Objectives: The study objectives were to determine the feasibility and effects of providing therapeutic massage at home for patients with metastatic cancer.
Design: This was a randomized controlled trial.
Settings/location: Patients were enrolled at Oncology Clinics at a large urban academic medical center; massage therapy was provided in patients' homes.
Subjects: Subjects were patients with metastatic cancer.
Interventions: There were three interventions: massage therapy, no-touch intervention, and usual care.
Outcome measures: Primary outcomes were pain, anxiety, and alertness; secondary outcomes were quality of life and sleep.
Results: In this study, it was possible to provide interventions for all patients at home by professional massage therapists. The mean number of massage therapy sessions per patient was 2.8. A significant improvement was found in the quality of life of the patients who received massage therapy after 1-week follow-up, which was not observed in either the No Touch control or the Usual Care control groups, but the difference was not sustained at 1 month. There were trends toward improvement in pain and sleep of the patients after therapeutic massage but not in patients in the control groups. There were no serious adverse events related to the interventions.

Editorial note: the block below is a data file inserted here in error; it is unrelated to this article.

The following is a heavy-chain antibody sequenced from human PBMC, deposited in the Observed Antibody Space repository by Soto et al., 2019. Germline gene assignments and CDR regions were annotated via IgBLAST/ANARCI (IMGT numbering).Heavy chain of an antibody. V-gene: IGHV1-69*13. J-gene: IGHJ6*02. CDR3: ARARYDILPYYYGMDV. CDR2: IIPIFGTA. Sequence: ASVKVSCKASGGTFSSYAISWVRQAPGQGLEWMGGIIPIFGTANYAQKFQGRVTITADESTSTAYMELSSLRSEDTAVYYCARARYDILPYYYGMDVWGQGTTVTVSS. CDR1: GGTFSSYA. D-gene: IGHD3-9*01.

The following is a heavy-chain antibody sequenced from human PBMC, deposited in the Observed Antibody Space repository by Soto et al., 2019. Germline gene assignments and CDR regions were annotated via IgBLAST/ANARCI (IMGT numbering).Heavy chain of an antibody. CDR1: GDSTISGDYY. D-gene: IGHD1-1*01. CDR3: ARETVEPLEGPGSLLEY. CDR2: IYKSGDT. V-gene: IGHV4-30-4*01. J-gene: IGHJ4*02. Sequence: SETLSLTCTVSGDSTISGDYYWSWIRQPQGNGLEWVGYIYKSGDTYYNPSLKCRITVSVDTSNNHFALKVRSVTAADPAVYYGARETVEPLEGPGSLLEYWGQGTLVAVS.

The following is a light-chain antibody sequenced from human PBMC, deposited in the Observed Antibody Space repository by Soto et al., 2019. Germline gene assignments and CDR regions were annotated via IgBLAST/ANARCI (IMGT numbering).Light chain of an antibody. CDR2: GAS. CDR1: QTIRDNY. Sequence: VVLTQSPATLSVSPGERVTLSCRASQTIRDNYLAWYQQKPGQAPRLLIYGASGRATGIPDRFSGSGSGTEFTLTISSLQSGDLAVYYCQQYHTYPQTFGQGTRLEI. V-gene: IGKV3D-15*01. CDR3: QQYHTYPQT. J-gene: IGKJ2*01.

Conclusions: The study results showed that it is feasible to provide therapeutic massage at home for patients with advanced cancer, and to randomize patients to a no-touch intervention. Providing therapeutic massage improves the quality of life at the end of life for patients and may be associated with further beneficial effects, such as improvement in pain and sleep quality. Larger randomized controlled trials are needed to substantiate these findings.